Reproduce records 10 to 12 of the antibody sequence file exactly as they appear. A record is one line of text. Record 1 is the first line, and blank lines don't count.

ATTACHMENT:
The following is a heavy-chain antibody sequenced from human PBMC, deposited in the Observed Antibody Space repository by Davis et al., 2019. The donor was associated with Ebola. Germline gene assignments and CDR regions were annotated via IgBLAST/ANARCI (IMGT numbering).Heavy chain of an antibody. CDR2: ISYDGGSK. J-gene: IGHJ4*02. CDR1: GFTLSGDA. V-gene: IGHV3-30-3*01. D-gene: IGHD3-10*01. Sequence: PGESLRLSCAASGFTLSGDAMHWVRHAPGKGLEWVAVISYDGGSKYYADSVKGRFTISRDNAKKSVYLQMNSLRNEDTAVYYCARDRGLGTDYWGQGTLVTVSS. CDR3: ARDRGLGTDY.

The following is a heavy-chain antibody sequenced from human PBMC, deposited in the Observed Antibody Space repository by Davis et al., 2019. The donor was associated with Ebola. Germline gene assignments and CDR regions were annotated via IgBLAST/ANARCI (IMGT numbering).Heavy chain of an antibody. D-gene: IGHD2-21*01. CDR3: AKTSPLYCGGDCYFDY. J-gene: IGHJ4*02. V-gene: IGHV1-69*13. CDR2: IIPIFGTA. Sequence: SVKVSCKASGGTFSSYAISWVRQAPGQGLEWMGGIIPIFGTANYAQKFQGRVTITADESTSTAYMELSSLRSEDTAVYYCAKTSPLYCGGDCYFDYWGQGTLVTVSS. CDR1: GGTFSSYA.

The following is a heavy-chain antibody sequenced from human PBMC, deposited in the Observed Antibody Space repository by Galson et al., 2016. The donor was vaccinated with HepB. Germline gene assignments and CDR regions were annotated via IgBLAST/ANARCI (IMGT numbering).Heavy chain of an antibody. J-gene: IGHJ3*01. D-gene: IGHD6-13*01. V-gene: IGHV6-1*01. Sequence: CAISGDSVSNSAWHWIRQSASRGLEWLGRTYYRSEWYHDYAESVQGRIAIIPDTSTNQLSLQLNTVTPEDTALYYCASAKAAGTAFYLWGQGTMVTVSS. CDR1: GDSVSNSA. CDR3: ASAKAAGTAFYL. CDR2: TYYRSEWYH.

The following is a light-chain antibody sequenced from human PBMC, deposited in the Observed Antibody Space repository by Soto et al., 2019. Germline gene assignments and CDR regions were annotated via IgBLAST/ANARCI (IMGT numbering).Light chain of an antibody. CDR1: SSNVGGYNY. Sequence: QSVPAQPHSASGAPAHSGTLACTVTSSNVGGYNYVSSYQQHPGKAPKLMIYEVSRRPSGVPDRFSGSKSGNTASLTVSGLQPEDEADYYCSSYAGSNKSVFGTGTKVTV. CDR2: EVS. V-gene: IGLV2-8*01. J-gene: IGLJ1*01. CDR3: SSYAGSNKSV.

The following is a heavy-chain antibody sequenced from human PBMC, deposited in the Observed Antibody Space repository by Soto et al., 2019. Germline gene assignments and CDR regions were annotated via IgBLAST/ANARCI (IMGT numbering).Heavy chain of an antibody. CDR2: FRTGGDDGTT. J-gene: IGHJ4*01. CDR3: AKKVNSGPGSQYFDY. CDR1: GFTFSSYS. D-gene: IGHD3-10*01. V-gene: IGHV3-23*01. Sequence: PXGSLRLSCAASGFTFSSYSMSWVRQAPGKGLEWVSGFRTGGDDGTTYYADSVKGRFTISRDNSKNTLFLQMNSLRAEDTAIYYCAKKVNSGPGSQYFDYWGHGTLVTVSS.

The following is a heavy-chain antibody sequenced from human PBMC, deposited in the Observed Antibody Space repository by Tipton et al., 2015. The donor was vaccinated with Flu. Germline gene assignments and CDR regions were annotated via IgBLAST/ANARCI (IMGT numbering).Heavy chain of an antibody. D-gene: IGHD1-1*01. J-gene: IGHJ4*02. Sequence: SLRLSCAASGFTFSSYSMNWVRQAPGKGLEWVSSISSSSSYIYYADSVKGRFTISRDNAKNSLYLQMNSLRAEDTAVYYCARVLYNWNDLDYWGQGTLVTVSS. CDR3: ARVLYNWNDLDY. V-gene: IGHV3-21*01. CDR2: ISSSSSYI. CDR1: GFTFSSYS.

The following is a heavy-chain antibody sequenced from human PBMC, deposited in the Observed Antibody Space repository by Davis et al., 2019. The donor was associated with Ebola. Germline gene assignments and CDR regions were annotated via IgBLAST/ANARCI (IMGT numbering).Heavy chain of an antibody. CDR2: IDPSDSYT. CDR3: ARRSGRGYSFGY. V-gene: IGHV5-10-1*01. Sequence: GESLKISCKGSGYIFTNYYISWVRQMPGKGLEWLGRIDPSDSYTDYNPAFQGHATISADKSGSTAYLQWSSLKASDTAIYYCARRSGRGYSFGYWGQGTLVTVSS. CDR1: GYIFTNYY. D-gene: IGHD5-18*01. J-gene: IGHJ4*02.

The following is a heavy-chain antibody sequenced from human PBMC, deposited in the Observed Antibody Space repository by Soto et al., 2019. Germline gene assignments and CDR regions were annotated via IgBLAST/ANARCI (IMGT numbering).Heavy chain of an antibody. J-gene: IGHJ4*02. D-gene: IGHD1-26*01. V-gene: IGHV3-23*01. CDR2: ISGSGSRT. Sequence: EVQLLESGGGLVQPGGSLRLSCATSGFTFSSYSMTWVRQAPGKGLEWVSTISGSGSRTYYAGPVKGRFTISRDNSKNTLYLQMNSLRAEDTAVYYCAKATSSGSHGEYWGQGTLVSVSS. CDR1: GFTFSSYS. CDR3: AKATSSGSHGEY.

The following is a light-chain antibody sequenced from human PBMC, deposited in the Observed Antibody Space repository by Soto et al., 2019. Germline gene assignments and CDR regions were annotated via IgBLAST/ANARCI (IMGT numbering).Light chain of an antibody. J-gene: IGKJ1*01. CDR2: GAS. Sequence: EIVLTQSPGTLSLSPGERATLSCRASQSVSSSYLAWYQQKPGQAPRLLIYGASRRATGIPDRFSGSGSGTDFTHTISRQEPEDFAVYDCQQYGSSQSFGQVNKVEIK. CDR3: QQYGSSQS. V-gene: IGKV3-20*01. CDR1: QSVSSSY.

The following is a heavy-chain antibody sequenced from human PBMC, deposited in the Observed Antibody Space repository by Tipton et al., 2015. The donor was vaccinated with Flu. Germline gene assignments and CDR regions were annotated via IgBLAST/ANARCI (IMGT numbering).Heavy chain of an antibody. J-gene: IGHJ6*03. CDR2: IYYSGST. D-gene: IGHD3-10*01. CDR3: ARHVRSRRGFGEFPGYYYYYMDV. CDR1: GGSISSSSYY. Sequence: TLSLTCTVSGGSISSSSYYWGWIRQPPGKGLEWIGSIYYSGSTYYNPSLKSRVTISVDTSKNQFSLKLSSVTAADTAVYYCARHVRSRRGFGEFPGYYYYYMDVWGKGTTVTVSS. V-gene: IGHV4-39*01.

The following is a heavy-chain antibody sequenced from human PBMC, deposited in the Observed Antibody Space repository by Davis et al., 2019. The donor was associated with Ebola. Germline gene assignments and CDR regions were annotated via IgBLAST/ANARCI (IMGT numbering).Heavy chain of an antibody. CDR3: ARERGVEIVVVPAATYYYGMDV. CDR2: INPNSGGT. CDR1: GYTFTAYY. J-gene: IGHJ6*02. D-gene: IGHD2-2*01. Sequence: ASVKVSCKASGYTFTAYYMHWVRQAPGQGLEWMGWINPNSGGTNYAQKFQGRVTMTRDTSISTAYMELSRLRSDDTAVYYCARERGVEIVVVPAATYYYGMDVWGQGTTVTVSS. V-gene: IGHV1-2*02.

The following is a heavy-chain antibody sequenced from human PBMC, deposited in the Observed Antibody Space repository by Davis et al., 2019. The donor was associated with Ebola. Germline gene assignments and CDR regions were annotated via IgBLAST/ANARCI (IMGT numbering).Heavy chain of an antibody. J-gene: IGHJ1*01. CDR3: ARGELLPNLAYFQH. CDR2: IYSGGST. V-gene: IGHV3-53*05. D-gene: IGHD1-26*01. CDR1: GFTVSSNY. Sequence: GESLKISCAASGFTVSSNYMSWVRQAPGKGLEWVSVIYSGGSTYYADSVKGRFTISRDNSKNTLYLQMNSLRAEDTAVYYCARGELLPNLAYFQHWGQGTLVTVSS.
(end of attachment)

The following is a heavy-chain antibody sequenced from human PBMC, deposited in the Observed Antibody Space repository by Tipton et al., 2015. The donor was vaccinated with Flu. Germline gene assignments and CDR regions were annotated via IgBLAST/ANARCI (IMGT numbering).Heavy chain of an antibody. J-gene: IGHJ6*03. CDR2: IYYSGST. D-gene: IGHD3-10*01. CDR3: ARHVRSRRGFGEFPGYYYYYMDV. CDR1: GGSISSSSYY. Sequence: TLSLTCTVSGGSISSSSYYWGWIRQPPGKGLEWIGSIYYSGSTYYNPSLKSRVTISVDTSKNQFSLKLSSVTAADTAVYYCARHVRSRRGFGEFPGYYYYYMDVWGKGTTVTVSS. V-gene: IGHV4-39*01.

The following is a heavy-chain antibody sequenced from human PBMC, deposited in the Observed Antibody Space repository by Davis et al., 2019. The donor was associated with Ebola. Germline gene assignments and CDR regions were annotated via IgBLAST/ANARCI (IMGT numbering).Heavy chain of an antibody. CDR3: ARERGVEIVVVPAATYYYGMDV. CDR2: INPNSGGT. CDR1: GYTFTAYY. J-gene: IGHJ6*02. D-gene: IGHD2-2*01. Sequence: ASVKVSCKASGYTFTAYYMHWVRQAPGQGLEWMGWINPNSGGTNYAQKFQGRVTMTRDTSISTAYMELSRLRSDDTAVYYCARERGVEIVVVPAATYYYGMDVWGQGTTVTVSS. V-gene: IGHV1-2*02.

The following is a heavy-chain antibody sequenced from human PBMC, deposited in the Observed Antibody Space repository by Davis et al., 2019. The donor was associated with Ebola. Germline gene assignments and CDR regions were annotated via IgBLAST/ANARCI (IMGT numbering).Heavy chain of an antibody. J-gene: IGHJ1*01. CDR3: ARGELLPNLAYFQH. CDR2: IYSGGST. V-gene: IGHV3-53*05. D-gene: IGHD1-26*01. CDR1: GFTVSSNY. Sequence: GESLKISCAASGFTVSSNYMSWVRQAPGKGLEWVSVIYSGGSTYYADSVKGRFTISRDNSKNTLYLQMNSLRAEDTAVYYCARGELLPNLAYFQHWGQGTLVTVSS.